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Lego City Undercover review: A welcome new Wii U recruit

Laughs, longevity and law-enforcing aplenty in this hilarious justice-'em-up

The Lego game formula, successful though it may be, has been in serious need of a shake-up for some time.

Over the course of eight years, Traveller's Tales has released twelve Lego games based on a variety of licenses. Star Wars, Harry Potter, Indiana Jones, Pirates Of The Caribbean, Batman and The Lord Of The Rings have all had the Lego game treatment to date and most gamers have played at least one (likely more) of these titles.

While each game's offered a perfectly enjoyable experience for young and old alike, each has also been so similarly structured that all you need to know is the next game's name to get an accurate impression of how it plays. While we may know absolutely nothing about, say, Lego Marvel Super Heroes, we already know so much.


Lego City Undercover, then, is a game we've been anticipating for a long time: not just because it's a Lego game and they're by and large entertaining, but because the promise of a license-free, open world game could finally free the series from its cookie cutter shackles. While it doesn't quite completely do this, the changes it does enact are enough to make this the most entertaining Lego game in years.

"The most entertaining Lego game in years"

The game tells the story of Chase McCain, a cop returning to Lego City to take care of unfinished business. A few years prior, Chase puts the evil criminal Rex Fury behind bars (the upcoming 3DS game tells this story), but unwittingly mentions his love interest's name - Natalia - live on TV, forcing her to enter witness protection. The guilt caused Chase to leave Lego City, but he is called to return when Rex escapes.

Block-Talkin' Feats

Such a complicated plot would be tricky to explain using the Lego series' trademark speech-free cutscenes, but fortunately Traveller's Tales has added voice acting to footage. This is something most Lego games have gone without and, though we were previously concerned that voice acting might dilute the signature slapstick humour, the whole package is now much funnier.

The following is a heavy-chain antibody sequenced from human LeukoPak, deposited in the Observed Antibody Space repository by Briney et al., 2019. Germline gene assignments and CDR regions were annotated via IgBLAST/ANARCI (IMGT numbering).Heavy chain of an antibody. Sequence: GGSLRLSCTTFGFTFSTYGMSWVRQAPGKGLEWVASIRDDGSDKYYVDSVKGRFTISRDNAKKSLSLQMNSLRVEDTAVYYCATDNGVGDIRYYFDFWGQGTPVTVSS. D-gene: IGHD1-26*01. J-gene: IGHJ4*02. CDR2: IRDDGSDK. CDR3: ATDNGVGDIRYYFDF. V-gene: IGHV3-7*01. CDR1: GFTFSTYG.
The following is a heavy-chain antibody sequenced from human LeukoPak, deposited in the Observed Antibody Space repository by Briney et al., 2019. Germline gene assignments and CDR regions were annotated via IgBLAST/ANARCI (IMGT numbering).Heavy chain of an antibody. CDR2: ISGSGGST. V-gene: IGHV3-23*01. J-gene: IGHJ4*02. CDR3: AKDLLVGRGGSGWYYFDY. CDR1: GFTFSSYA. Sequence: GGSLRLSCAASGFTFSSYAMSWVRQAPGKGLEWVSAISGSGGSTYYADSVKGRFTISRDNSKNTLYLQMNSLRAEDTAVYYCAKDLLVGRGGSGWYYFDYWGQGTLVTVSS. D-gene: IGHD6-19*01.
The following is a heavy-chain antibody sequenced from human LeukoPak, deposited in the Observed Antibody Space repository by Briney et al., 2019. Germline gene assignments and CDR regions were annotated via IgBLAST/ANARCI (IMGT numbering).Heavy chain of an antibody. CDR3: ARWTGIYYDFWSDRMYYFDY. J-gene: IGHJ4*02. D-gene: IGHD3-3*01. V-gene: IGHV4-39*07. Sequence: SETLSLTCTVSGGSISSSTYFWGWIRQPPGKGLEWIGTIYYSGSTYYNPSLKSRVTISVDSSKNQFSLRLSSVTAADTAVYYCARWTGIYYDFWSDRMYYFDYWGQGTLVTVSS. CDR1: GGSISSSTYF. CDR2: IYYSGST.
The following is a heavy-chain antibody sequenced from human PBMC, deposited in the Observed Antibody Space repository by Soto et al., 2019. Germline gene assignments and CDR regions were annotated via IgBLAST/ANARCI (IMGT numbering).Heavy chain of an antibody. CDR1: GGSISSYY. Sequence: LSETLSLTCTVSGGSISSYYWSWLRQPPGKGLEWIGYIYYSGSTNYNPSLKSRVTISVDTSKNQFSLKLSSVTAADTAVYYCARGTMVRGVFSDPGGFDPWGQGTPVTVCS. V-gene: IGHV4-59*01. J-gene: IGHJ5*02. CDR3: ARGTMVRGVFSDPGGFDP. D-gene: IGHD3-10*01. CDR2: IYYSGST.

The jokes are hilarious, with some real hearty groaners in there (in the diamond mine section, one worker complains "I wish I'd joined the army like my brother, then I'd be a major instead of a miner"), the voice acting is top quality (the likes of Adam Buxton and Peter Serafinowicz contribute) and the multitude of film references should raise a chuckle.

Fellow officer Frank Honey is by far the funniest character in the game, and our new hero

While the open-world setting and voice acting may imply that Lego City Undercover is a completely fresh title that's cut its ties to Traveller's Tales' previous Lego games altogether, at its heart Undercover is still very much part of that series. Much of the engine, animations, sound effects and HUD are similar to titles of old. And though Undercover provides players with a less linear gameplay structure, many familiar aspects return.

If you thought its GTA-style sensibilities would spell an end to tight platforming stages, for example, think again. Throughout the course of the game you'll be sent on fifteen special assignments, in which Chase enters a building or unique area and finds himself in what's essentially a traditional stage much like those in the licensed Lego games. As ever you'll be finding gold bricks and red bricks in these stages while collecting enough studs to fill a "City Hero" meter.


Previous Lego games have featured special sections that only certain characters could access. For example, Lego Star Wars had doors that only Stormtroopers could open, so the player would have to unlock a Stormtrooper later in the game then replay the level to open them. Undercover features a similar system, but in this case Chase instead puts on a number of different disguises, each with their own abilities. The police office disguise carries a grapple gun, the criminal disguise allows the player to break open locks and safes, the miner can break rocks with his pickaxe and use dynamite to blow things up, etc.

Thankfully, there isn't much backtracking used to stretch the game's lifespan. Most of the Special Assignment stages present obstacles and secrets that players already have the appropriate disguise to deal with. It's more the open-world section that will have players making mental notes of places that look interesting but presently inaccessible.

It's just as well, because it's in this open world city that Undercover truly shines. Previous Lego games used a 'central hub' system in which players used a smaller area to access the game's various 'proper' stages. Here, while there are still fifteen linear Special Assignment stages, they're no longer the main focus of the game.

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